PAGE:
He cracks his knuckles. There is a rare pause. “Write my press release for the record. Is it smart to say who’s played on the record? Is it smart to say Patrick Keeler [Raconteurs drummer] and Jack Lawrence [Raconteurs and Dead Weather bassist] played on one song, or is it smart to say that Karen Elson sang on three songs? That’s where we are all the time, and I don’t mind that. I don’t mind whatever gets thought about this record this month, because a year from now any reviewer would write a different review of this same record.”
When did you write these songs?
“Most of them in the last six months of last year, written and recorded. But this is the first album I didn’t do all at once. I mostly write when it’s time to write, and I didn’t think I was going to do a record like this for five or six years.”
What did you think you were going to do?
“Just produce 45s. That’s all I wanted to do. My kids are young [Scarlett Teresa, five, and Henry Lee, four] and I want to be with them at this age so that I don’t regret it later.”
Do you think you could’ve made this record if The White Stripes still existed?
“No. Absolutely not. I wouldn’t even have considered it, and that was a reason for me and Meg to have a discussion and finally say that the band was officially over. I said, ‘Look I’m doing other things now, and eventually I’m going to do a solo record and I don’t wanna tell them a week before I put out that record that, by the way, The White Stripes aren’t around anymore.’ Because then it looks like I’m exploiting that band to sell this record.”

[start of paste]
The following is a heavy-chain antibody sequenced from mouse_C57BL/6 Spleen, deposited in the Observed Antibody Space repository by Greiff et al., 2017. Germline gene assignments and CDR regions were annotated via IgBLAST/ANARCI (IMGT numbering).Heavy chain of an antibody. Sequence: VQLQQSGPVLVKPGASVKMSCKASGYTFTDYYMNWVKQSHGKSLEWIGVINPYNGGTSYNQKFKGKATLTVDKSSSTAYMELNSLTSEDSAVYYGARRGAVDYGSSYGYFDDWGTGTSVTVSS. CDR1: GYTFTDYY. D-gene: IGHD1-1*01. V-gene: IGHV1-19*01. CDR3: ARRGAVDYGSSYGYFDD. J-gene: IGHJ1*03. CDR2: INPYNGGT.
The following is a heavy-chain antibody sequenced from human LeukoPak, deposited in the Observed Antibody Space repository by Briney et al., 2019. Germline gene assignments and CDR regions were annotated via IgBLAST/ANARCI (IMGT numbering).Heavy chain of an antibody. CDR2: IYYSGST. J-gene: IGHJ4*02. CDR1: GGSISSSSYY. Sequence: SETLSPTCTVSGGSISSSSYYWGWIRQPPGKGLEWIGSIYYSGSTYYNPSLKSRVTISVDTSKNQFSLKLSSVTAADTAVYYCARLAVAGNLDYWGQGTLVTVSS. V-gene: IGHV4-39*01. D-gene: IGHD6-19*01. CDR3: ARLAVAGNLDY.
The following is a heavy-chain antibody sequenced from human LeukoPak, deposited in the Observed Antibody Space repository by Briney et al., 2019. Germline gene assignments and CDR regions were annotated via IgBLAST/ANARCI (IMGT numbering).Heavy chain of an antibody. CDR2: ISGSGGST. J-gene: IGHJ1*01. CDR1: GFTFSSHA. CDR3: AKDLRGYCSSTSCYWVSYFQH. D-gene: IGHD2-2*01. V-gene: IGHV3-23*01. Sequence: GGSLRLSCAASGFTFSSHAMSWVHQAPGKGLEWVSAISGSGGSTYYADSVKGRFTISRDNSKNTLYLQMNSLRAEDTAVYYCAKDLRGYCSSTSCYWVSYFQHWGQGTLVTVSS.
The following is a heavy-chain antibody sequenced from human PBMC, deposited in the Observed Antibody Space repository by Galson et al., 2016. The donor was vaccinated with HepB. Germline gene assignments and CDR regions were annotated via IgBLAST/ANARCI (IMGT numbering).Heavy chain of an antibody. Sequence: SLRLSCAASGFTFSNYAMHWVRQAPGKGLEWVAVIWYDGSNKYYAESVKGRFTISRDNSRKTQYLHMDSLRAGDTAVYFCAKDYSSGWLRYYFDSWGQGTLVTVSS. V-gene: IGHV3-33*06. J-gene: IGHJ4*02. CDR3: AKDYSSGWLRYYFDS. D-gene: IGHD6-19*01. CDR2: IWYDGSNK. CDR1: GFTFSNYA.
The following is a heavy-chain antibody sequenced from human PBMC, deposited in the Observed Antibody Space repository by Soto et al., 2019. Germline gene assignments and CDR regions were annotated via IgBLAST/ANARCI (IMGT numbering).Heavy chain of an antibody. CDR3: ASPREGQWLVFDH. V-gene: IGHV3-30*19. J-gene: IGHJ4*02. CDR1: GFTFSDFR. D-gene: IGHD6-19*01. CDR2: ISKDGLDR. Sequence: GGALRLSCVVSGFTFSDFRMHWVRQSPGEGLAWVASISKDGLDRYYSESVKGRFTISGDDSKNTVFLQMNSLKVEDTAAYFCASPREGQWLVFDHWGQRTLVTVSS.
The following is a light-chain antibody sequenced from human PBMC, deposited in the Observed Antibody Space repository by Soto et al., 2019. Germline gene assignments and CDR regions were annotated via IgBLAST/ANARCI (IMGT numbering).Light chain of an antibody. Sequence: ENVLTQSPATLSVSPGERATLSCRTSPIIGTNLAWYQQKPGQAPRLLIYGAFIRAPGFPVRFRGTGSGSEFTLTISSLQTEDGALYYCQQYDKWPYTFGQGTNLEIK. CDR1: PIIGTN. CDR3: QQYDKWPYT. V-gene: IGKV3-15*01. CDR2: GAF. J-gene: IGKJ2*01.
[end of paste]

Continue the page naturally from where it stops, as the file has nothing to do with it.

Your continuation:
Would you rather be sitting here, with Meg by your side, promoting a new White Stripes record?
“I think that I’m supposed to do this right now. If you’d asked me before I started I’d say probably not, and probably the best way to fulfil myself would have been to do the White Stripes. But now I feel this has happened exactly the way it should have.”
Can you be specific about the thing you’re most proud of with The White Stripes?
“I still can’t believe that anyone cares about that band. For a long time I thought, ‘We’re popular, wow, that means we’re not good. We’re doing something wrong, we fucked up.’”